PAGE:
Saturday, January 29, 2005
Due to a recent comment stating that there are zero Mac OS X viruses, I decided to speak my mind on this matter. For clarification, I am defining all viruses, worms, etc. as “viruses” for the purposes of keeping this entry simple.
First of all, many of the viruses that have been out for Linux for some time can infect Mac OS X unless proper precautions are taken. Second, a quick Google search produces many articles on viruses that target Mac OS X directly—not all of which are “proof-of-concept” viruses.
The real issue here is prevention. It doesn’t really matter how many viruses are out there for your OS of choice. If you get infected, you could be toast. Smart people take appropriate steps to ensure minimal impact from viruses. Here are a few of my suggestions.
1) Backup, backup, backup. Did I make myself clear? No? BACKUP!!! This is the most important aspect of security and the most overlooked. No matter what happens, you can always wipe your computer clean and start over. But if you don’t have your data, you’re done for.
2) Anti-virus software is a must. Even software that hasn’t been updated at least stands a chance of catching viruses. Obviously, updating is the next important step here. If your software doesn’t have auto-updates, get some new software. Think of it as insurance. It’s not that expensive.
3) Personal firewall software or a hardware firewall is a good investment. This helps prevent viruses from breaking through holes that the OS vendor hasn’t fixed. Good software also helps keep an infected computer from spreading the infection to other computers.
4) Update everything! Make a list of all your security software and at least once a month, check it for updates, more often if you want to be extra safe. If the software supports auto-updates, you should turn it on.
5) Whatever happens, don’t panic. Spammers and virus writers want you to panic. It causes you to make rash decisions that benefit the vendor or virus writer.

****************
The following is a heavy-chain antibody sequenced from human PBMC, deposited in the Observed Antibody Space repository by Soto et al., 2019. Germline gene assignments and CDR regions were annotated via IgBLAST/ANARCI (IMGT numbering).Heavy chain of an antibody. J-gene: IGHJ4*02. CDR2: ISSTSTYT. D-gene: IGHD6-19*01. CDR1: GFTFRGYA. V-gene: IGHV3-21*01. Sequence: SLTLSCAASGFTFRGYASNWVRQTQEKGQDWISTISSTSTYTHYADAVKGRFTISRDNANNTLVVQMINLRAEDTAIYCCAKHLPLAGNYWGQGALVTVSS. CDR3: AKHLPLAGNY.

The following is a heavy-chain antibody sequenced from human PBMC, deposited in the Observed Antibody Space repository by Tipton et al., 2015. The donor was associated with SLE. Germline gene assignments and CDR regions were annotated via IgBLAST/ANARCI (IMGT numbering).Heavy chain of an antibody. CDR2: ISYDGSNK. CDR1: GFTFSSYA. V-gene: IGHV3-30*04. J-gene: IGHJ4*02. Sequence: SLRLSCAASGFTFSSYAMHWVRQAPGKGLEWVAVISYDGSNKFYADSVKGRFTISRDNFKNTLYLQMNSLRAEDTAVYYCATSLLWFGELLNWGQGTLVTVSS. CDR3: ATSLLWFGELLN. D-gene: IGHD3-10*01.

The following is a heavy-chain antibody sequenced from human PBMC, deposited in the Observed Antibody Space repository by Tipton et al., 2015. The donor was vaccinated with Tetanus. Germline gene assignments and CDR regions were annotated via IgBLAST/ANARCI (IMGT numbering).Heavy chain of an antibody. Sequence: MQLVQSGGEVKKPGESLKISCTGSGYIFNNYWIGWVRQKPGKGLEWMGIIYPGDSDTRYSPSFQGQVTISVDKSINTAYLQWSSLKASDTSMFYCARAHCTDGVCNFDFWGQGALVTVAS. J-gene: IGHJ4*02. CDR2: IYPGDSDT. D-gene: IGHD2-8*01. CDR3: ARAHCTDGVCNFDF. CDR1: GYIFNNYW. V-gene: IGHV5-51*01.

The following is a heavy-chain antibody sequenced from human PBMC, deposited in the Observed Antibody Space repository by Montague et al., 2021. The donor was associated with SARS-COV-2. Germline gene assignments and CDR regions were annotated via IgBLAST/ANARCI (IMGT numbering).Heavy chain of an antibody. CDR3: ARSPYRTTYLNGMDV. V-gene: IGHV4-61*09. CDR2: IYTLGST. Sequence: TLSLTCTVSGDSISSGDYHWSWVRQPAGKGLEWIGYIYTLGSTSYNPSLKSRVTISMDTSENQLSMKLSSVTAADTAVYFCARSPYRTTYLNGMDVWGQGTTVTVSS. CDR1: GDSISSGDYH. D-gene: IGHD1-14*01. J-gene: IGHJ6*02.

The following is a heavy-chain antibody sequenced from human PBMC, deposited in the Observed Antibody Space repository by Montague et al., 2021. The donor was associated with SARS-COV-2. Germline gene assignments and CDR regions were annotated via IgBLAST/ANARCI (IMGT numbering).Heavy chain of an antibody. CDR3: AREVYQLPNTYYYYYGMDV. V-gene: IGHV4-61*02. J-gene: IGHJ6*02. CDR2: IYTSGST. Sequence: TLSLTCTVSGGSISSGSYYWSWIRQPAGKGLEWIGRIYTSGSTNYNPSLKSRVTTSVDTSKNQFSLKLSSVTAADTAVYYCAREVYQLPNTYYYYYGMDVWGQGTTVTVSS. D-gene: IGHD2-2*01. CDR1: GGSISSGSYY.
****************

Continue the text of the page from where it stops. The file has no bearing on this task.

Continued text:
6) Pop-up blockers and anti-spam software is getting better all the time. If you aren’t familiar with the vendors of this type of software, get help from a friend or your computer store of choice. This software isn’t a necessity, but it can reduce the chance that you will accidentally fall prey to a scam or scheme.
7) Lastly, educate yourself. The more you know and understand about how computers work and how viruses can get to you, the better prepared you’ll be to prevent them. To date, I’ve never been infected by a virus, but I’ve seen plenty blocked by my software and know-how. Always be suspicious of the unknown and get help when needed rather than ignore the situation, or worse, assume the unknown is “innocent” or “probably safe.”
If you think any of this sounds too expensive or too much trouble, consider how expensive it may be if you lose your data, have to reinstall everything on your computer, or worse, have your identity stolen. You have the power to keep these things from happening, or at least minimize the impact.
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